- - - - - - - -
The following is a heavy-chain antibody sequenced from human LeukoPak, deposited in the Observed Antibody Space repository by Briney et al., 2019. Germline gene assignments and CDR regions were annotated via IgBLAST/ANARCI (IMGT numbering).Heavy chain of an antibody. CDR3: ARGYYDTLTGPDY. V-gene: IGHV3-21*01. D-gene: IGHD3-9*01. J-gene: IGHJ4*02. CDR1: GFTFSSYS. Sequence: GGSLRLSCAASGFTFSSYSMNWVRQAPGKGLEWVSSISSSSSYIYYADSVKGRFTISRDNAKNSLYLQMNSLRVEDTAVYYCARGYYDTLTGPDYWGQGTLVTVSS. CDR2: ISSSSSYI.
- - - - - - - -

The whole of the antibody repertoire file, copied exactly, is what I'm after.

The following is a heavy-chain antibody sequenced from human LeukoPak, deposited in the Observed Antibody Space repository by Briney et al., 2019. Germline gene assignments and CDR regions were annotated via IgBLAST/ANARCI (IMGT numbering).Heavy chain of an antibody. CDR3: ARGYYDTLTGPDY. V-gene: IGHV3-21*01. D-gene: IGHD3-9*01. J-gene: IGHJ4*02. CDR1: GFTFSSYS. Sequence: GGSLRLSCAASGFTFSSYSMNWVRQAPGKGLEWVSSISSSSSYIYYADSVKGRFTISRDNAKNSLYLQMNSLRVEDTAVYYCARGYYDTLTGPDYWGQGTLVTVSS. CDR2: ISSSSSYI.